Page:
Nova was one of several dogs, all taken in at the same time by the Diana Brimblecombe Animal Rescue Centre. All were in various states of neglect, having spent their entire lives up to the point of rescue, being confined in the grim conditions of a puppy farm.
They all had a variety problems common for dogs from these places to suffer from, such as rotten teeth, parasite infestations, untreated ear and skin infections and a general state of poor health. But it was clear Nova also had serious eye problems. This, understandably affected how she engaged with humans in the new world in which she found herself; DBARC to humans is an obvious place of safety and sanctuary but to a dog struggling with many huge and bewildering changes, it was plain scary.
But, with the skills, patience and time that the DBARC team gave her, Nova steadily gained a surer footing in her new world, slowly coming to enjoy her new surroundings and being with the many canine friends she made. Nova’s time at DBARC was lengthy - several months - as her complicated needs took a while to be properly assessed. Manager Janet knew that to offer her the best chance at a healthy, sighted future, nothing should, or would be rushed.
While Nova waited to hear what specialist care and treatment might be required, good news came in. She had a confirmed home to head off to in Devon, just as soon as she was fit and well enough to go. As it turned out, Nova’s new family had a longer than anticipated wait for their new girl to join them, as for one reason or another, Nova’s eye issues took a while to be addressed.
But her stay with DBARC was made as rich and enjoyable as it could possibly be. She got out to the onsite paddocks regularly, running freely with her friends; she enjoyed the dedicated play area and more and more got used to meeting the variety of visitors she did during her time at the Centre.
Eventually, after seeing the ophthamologist for a final assessment, it was decided that Nova’s particular eye condition made it too complicated, and risky, for surgery. The decision was made to allow her to go to her new home, with full support from DBARC, and help from Schnauzerfest funding, for her future eye care.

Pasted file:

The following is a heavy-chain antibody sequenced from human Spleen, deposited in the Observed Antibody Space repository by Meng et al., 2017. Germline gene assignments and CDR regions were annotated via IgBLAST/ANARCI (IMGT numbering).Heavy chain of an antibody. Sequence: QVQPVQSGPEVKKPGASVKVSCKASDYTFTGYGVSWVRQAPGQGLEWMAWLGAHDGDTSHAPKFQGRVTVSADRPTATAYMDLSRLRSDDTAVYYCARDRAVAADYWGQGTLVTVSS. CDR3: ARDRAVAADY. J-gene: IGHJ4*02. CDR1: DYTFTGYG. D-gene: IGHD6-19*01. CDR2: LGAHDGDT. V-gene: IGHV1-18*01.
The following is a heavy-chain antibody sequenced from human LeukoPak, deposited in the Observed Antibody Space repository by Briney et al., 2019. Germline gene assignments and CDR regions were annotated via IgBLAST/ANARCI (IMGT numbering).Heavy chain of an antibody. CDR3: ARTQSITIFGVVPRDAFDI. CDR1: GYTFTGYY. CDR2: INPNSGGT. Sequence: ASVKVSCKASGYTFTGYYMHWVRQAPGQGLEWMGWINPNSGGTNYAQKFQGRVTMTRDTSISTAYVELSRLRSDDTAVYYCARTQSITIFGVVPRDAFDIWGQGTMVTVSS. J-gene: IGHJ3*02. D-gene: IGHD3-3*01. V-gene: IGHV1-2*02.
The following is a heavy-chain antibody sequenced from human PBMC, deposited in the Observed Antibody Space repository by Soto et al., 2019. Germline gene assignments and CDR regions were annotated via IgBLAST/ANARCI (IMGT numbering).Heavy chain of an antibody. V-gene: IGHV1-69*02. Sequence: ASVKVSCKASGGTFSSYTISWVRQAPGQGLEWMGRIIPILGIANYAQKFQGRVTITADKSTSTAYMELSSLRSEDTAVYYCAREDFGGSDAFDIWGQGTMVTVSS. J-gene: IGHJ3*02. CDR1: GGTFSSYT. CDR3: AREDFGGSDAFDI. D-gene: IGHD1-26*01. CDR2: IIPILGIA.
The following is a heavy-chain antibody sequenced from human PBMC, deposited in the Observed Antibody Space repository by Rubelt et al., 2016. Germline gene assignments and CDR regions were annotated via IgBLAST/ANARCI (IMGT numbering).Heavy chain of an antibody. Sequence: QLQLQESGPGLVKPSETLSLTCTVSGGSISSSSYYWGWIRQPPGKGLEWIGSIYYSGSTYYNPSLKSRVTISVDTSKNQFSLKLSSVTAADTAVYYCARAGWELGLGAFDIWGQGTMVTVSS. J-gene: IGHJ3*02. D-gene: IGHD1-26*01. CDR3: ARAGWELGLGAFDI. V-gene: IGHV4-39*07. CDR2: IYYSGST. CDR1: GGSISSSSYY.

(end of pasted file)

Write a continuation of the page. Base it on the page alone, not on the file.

Nova is now enjoying the next chapter of her life. She has a schnauzer sister, Sally, from whom she’s learning everything she needs to know about living happily by the seaside, with humans who love her dearly. They’ve quickly bonded and are fast becoming inseparable friends.
Nova’s ongoing eye care does involve having regular examinations. For a dog who comes from her background, this can be traumatic. It takes time to build their trust, which can be fragile in the early weeks or months of living with humans. But, at Nova’s recent appointment with her new ophthalmologist, she could not have been braver.
This little dog is so brave. Everytime there's a new challenge she faces it head on and never ceases to surprise and amaze us given her bleak beginnings. At the Ophthalmologist today she sat on my lap whilst her eyes where poked and prodded. Just a little shaky but as the specialist said, better behaved than many dogs from less difficult backgrounds. She even got taken to see the 'head honcho' on her own without Sally for support! Good girl Nova!
Lynda, Nova’s new mum
We couldn’t agree more with Lynda. Nova’s courage, like that of all the dogs we help who come from such dreadful lives, gives us daily inspiration. This is what supporting Schnauzerfest makes possible.
Nova’s life in Devon with sister Sally and human family is heavenly. She gets to go out for walks on beaches and across beautiful countryside. She has regular eye assessments and it may be decided in the future that cataract surgery is her best option. If this happens, Schnauzerfest fundraising will ensure the significant cost will be taken care of.
Here’s Sally & Nova striding out with human dad across a stunning Devonshire landscape. All a far cry from the dark and deprivation of the puppy farm where Nova spent many years before being saved.